Trilaciclib is an Orally Active CDK4 and CDK6 Inhibitor
Posted On 2021-05-29
The cell cycle is a highly conserved process. Additionally, this process must maintain genomic integrity and replicative capacity for proper cell maintenance and proliferation.
The cell cycle consists of four distinct phases: G1 or Gap1 phase, G2 or Gap2 phase, and M phase. As we all know, the G1 phase is responsible for cell growth and synthesizes proteins in preparation for DNA synthesis. And in the S phase, where DNA synthesis occurs. In the G2 phase post-synthesis, cells continue to synthesize proteins in order to increase mass in preparation for mitosis. Lastly, the M phase in which the DNA divides and the parent cell undergoes cytokinesis to produce two daughter cells.
In this article, we will introduce a potent CDK4 and CDK6 inhibitor, Trilaciclib.
The IC50 values of Trilaciclib are 1 nM and 4 nM for CDK4 and CDK6, respectively. Trilaciclib can induce a robust G1 cell-cycle arrest after 24 hours. Additionally, after 16 hours of Trilaciclib washout, cells reenter the cell cycle and demonstrate cell-cycle kinetics similar to untreated control cells. These results demonstrate that Trilaciclib causes a transient, and reversible G1 arrest.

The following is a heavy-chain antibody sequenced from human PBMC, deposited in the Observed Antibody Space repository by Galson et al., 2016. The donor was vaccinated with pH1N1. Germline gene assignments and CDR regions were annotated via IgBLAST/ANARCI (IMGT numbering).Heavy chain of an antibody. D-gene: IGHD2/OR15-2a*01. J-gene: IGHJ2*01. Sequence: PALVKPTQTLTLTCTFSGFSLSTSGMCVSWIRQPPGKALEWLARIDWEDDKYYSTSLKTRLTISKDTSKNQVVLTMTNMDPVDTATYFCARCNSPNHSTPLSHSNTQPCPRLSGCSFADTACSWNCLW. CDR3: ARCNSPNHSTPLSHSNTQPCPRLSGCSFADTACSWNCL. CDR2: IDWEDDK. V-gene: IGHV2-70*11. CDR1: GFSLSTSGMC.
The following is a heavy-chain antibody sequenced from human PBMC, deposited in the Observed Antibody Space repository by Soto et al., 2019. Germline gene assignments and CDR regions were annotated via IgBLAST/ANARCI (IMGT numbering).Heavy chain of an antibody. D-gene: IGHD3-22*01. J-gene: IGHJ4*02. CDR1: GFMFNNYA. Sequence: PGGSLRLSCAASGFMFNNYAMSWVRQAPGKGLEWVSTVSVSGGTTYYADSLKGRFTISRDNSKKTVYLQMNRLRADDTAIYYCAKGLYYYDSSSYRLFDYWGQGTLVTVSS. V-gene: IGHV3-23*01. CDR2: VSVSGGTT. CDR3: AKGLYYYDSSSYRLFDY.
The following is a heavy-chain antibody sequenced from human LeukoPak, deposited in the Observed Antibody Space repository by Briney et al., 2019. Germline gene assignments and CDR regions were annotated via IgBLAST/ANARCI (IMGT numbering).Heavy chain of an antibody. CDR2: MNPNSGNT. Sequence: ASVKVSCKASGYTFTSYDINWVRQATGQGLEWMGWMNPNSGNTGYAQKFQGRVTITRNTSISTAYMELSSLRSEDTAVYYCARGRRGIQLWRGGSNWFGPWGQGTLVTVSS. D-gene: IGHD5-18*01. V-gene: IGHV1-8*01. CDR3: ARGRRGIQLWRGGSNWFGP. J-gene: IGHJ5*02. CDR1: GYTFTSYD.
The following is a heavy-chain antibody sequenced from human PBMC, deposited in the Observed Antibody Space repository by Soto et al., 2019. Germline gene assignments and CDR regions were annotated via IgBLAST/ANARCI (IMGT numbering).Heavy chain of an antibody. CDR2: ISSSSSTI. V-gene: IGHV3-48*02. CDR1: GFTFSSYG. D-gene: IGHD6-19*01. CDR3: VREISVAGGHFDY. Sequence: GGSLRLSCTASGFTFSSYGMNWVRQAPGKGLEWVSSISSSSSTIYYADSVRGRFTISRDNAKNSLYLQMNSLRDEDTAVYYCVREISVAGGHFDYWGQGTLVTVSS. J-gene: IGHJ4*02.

A transient Trilaciclib-mediated G1 cell-cycle arrest in CDK4/6-sensitive cells decreases the in vitro toxicity of a variety of commonly used cytotoxic chemotherapy agents associated with myelosuppression. Additionally, Trilaciclib results in a robust and dose-dependent suppression of proliferation in HSPCs at 12 hours.
In vivo, 100 mg/kg Trilaciclib 30 minutes prior to etoposide treatment, exhibits only background levels of caspase-3/7 activity. These data demonstrate that Trilaciclib can protect the bone marrow from chemotherapy-induced apoptosis in vivo.
What’s more, Trilaciclib prior to 5-FU likely decreases 5-FU-induced damaged by chemotherapy in HSPCs, thus accelerating blood count recovery after chemotherapy.
In conclusion, Trilaciclib is a potent CDK4/6 inhibitor. It can be used for the reduction of chemotherapy-induced myelosuppression in vivo.
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